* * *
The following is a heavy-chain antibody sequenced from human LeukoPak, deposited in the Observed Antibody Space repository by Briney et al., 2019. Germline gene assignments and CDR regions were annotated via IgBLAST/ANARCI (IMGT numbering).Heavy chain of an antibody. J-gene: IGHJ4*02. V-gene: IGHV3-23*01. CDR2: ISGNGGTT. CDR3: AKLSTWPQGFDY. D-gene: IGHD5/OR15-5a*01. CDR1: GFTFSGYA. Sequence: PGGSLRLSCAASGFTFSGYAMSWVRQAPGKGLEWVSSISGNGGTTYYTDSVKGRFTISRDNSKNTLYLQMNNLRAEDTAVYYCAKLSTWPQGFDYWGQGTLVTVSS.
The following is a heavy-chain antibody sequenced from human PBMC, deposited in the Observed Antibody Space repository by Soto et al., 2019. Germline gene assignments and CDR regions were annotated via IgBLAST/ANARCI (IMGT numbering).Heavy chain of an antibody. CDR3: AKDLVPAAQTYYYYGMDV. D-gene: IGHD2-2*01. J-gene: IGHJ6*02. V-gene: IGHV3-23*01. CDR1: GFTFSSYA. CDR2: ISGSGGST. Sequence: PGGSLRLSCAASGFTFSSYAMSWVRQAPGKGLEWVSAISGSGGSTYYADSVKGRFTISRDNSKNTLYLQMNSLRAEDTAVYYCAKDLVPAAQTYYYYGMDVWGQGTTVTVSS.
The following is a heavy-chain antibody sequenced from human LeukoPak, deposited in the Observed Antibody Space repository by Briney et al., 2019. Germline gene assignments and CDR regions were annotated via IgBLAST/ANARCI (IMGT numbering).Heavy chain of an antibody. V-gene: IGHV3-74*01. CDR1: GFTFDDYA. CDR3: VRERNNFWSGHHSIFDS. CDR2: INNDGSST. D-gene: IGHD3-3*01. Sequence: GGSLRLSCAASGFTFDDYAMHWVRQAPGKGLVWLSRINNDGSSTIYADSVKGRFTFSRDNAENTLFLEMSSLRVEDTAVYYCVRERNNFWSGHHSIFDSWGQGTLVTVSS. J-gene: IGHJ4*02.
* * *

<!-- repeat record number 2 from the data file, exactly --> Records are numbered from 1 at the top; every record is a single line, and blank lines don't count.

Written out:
The following is a heavy-chain antibody sequenced from human PBMC, deposited in the Observed Antibody Space repository by Soto et al., 2019. Germline gene assignments and CDR regions were annotated via IgBLAST/ANARCI (IMGT numbering).Heavy chain of an antibody. CDR3: AKDLVPAAQTYYYYGMDV. D-gene: IGHD2-2*01. J-gene: IGHJ6*02. V-gene: IGHV3-23*01. CDR1: GFTFSSYA. CDR2: ISGSGGST. Sequence: PGGSLRLSCAASGFTFSSYAMSWVRQAPGKGLEWVSAISGSGGSTYYADSVKGRFTISRDNSKNTLYLQMNSLRAEDTAVYYCAKDLVPAAQTYYYYGMDVWGQGTTVTVSS.